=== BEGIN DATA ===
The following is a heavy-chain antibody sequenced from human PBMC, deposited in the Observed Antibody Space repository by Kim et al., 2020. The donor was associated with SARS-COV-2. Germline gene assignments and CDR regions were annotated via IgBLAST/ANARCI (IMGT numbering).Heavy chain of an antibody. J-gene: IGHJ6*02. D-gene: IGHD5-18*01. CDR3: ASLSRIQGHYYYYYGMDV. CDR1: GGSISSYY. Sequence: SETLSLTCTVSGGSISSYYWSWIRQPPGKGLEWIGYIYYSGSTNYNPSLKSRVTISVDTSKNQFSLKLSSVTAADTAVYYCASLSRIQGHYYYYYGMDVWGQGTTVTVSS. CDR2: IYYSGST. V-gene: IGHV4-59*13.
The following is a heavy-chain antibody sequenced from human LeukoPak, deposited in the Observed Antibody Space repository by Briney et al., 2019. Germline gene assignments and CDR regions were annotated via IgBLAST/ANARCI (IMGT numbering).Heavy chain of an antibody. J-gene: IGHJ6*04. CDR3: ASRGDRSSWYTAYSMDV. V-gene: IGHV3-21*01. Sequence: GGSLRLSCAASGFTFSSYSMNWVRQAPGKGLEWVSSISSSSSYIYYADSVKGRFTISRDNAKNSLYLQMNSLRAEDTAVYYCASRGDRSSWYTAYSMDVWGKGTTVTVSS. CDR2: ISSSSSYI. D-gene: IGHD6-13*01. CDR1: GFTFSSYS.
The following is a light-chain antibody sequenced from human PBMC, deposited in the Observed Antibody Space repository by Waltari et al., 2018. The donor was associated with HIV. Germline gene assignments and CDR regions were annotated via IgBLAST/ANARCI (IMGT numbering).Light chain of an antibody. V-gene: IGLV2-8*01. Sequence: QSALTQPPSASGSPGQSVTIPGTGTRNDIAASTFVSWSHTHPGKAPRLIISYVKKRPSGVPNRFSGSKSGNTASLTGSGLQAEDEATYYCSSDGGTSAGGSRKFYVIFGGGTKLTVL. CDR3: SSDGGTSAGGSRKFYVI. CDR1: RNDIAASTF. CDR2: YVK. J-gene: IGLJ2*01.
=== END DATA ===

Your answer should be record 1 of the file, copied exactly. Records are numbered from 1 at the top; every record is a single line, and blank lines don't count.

The following is a heavy-chain antibody sequenced from human PBMC, deposited in the Observed Antibody Space repository by Kim et al., 2020. The donor was associated with SARS-COV-2. Germline gene assignments and CDR regions were annotated via IgBLAST/ANARCI (IMGT numbering).Heavy chain of an antibody. J-gene: IGHJ6*02. D-gene: IGHD5-18*01. CDR3: ASLSRIQGHYYYYYGMDV. CDR1: GGSISSYY. Sequence: SETLSLTCTVSGGSISSYYWSWIRQPPGKGLEWIGYIYYSGSTNYNPSLKSRVTISVDTSKNQFSLKLSSVTAADTAVYYCASLSRIQGHYYYYYGMDVWGQGTTVTVSS. CDR2: IYYSGST. V-gene: IGHV4-59*13.